Podcasts,Reviews

Review: Serial

20 Nov , 2014 | Jack Tremper  

The best new show isn’t on TV. Or Netflix. Or Amazon.

Instead, it’s streaming to whatever device you use to listen to podcasts. Yes, you read that correctly. Podcasts.

The show is Serial, the brand new podcast from the people who bring you This American Life.

Told in single episodes released weekly, Serial is a non-fiction investigation/story that will have you riveted and hooked instantly. It’s hosted by Sarah Koenig, a producer for This American Life, who has done an incredible job thus far narrating episodes, being our guide/storyteller and more than anything keeping us just as interested in the story as she clearly is.

This first “season” is a simple setup as Koenig investigates the 1999 murder of a teenage girl by her ex-boyfriend. The boyfriend, Adnan, was convicted and has been in jail for 14 years. But something about it all doesn’t quite add up. How was Adnan convicted on such a thin premise? Why can’t Adnan account for certain time periods on January 13, 1999? We don’t know the answers to these questions, and neither does Koenig, but it’s her relentless curiosity that drives the show. Every new fact she finds changes our opinion of Adnan just as she hasn’t made up her mind either.

Anyone who is familiar with This American Life will feel right at home listening to Serial. It retains its world-class reporting and the near-perfect tone in which stories are told. Koenig never feels like a reporter, but she feels like any one of us. She has the same questions we would have and the same response we would have when she is presented certain facts or potential leads.

The show at times feels surreal as Koenig interviews the convicted murderer, Adnan, over the phone constantly. They have a relationship that forms, and we as the listeners do as well. Just hearing from him makes it hard to imagine him as a killer and puts a very interesting spin on how we feel about the case. Gosh, he just seems so nice. We also hear from friends and former teachers of the two who do their best to remember what happened more than 14 years earlier.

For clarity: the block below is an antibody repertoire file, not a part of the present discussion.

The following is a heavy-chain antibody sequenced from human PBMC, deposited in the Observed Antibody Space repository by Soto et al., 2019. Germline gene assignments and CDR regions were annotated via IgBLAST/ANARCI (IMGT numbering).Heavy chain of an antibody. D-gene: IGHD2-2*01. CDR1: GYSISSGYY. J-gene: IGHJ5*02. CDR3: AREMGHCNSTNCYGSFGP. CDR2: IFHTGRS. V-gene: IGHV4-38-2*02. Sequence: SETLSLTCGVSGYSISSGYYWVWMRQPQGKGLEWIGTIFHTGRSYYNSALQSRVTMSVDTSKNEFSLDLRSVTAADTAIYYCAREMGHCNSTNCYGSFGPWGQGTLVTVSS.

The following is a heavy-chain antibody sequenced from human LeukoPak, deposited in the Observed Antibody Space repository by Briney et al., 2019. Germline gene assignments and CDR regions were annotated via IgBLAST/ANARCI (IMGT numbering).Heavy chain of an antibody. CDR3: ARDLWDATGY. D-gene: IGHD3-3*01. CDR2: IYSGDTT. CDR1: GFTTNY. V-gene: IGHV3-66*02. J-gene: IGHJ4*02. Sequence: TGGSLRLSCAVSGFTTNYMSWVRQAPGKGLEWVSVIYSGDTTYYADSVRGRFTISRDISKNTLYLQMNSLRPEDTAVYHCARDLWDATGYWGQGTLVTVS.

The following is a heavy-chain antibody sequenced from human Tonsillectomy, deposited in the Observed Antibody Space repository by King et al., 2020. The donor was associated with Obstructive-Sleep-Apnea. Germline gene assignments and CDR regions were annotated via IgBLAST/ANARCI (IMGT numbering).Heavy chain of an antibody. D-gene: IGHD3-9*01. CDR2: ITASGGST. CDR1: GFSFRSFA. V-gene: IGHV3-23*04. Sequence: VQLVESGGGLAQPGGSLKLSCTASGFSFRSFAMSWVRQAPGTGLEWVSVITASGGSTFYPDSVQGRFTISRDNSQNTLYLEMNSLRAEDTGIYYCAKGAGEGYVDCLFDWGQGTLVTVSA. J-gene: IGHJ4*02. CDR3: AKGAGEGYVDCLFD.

At this point, Serial has posted eight episodes with at least an additional four more to go. There isn’t a bad episode in the bunch. There aren’t any detours that feel like a waste of time. The way they lead us as listeners is both guided and completely organic to the information that is discovered. Nothing feels biased in the way everything is presented, which is incredible when you consider that this is a show that has to hook people in. Instead, it simply feels honest.

I couldn’t tell you a negative about the show. It’s that incredible. If anything, I’m a tiny bit worried that the ending and resolution to the show will not satisfy me completely or something could be left open ended, but even if that’s the case, I fully trust that Koenig and the producers of the show will handle it as skillfully as they up to this point.

Serial is top-notch. Easily the best thing I’ve seen, watched or heard this year. It’s rare for me to look forward to getting in the car to drive to work but every time a new episode is out, I can hardly wait. I can’t think of any higher praise than saying the show is so good it makes me want to go to work just so I can listen to it.

 

Jack Tremper

Jack Tremper is a screenwriter in Los Angeles that pays the bills by fixing computers for a giant software company you've probably heard of. When not writing or clearing out viruses, he spends his time with his awesome wife and baby girl, allowing the wins and/or losses of the San Francisco Giants dictate his mood far too much, and sneaking out late at night to go see movies.

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